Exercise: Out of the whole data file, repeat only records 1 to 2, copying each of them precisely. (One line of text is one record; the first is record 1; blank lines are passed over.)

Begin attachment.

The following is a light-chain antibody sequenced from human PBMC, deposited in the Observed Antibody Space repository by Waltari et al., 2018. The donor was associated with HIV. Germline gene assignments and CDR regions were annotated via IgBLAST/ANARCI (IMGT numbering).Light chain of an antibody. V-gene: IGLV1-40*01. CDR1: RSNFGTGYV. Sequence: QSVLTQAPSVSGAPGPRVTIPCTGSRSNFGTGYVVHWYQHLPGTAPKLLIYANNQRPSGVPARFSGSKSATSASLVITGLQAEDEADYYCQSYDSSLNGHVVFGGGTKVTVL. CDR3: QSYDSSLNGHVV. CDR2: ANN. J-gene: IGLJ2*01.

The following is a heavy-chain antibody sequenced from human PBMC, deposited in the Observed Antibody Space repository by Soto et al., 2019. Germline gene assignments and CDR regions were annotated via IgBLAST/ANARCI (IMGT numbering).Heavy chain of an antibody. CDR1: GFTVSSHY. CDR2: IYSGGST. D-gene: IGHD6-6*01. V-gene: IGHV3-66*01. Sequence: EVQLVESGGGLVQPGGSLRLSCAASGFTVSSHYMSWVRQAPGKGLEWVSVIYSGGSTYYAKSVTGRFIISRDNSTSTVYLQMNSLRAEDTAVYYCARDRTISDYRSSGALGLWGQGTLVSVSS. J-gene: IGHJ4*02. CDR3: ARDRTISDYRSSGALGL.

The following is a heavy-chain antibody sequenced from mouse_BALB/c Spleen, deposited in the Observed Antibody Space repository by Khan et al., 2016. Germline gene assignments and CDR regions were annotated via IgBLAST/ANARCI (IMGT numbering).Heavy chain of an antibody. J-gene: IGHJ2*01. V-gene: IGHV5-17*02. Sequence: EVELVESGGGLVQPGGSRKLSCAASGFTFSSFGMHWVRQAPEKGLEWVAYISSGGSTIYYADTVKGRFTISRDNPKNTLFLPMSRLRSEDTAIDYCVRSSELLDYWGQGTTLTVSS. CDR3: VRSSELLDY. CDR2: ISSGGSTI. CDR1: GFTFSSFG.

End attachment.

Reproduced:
The following is a light-chain antibody sequenced from human PBMC, deposited in the Observed Antibody Space repository by Waltari et al., 2018. The donor was associated with HIV. Germline gene assignments and CDR regions were annotated via IgBLAST/ANARCI (IMGT numbering).Light chain of an antibody. V-gene: IGLV1-40*01. CDR1: RSNFGTGYV. Sequence: QSVLTQAPSVSGAPGPRVTIPCTGSRSNFGTGYVVHWYQHLPGTAPKLLIYANNQRPSGVPARFSGSKSATSASLVITGLQAEDEADYYCQSYDSSLNGHVVFGGGTKVTVL. CDR3: QSYDSSLNGHVV. CDR2: ANN. J-gene: IGLJ2*01.

The following is a heavy-chain antibody sequenced from human PBMC, deposited in the Observed Antibody Space repository by Soto et al., 2019. Germline gene assignments and CDR regions were annotated via IgBLAST/ANARCI (IMGT numbering).Heavy chain of an antibody. CDR1: GFTVSSHY. CDR2: IYSGGST. D-gene: IGHD6-6*01. V-gene: IGHV3-66*01. Sequence: EVQLVESGGGLVQPGGSLRLSCAASGFTVSSHYMSWVRQAPGKGLEWVSVIYSGGSTYYAKSVTGRFIISRDNSTSTVYLQMNSLRAEDTAVYYCARDRTISDYRSSGALGLWGQGTLVSVSS. J-gene: IGHJ4*02. CDR3: ARDRTISDYRSSGALGL.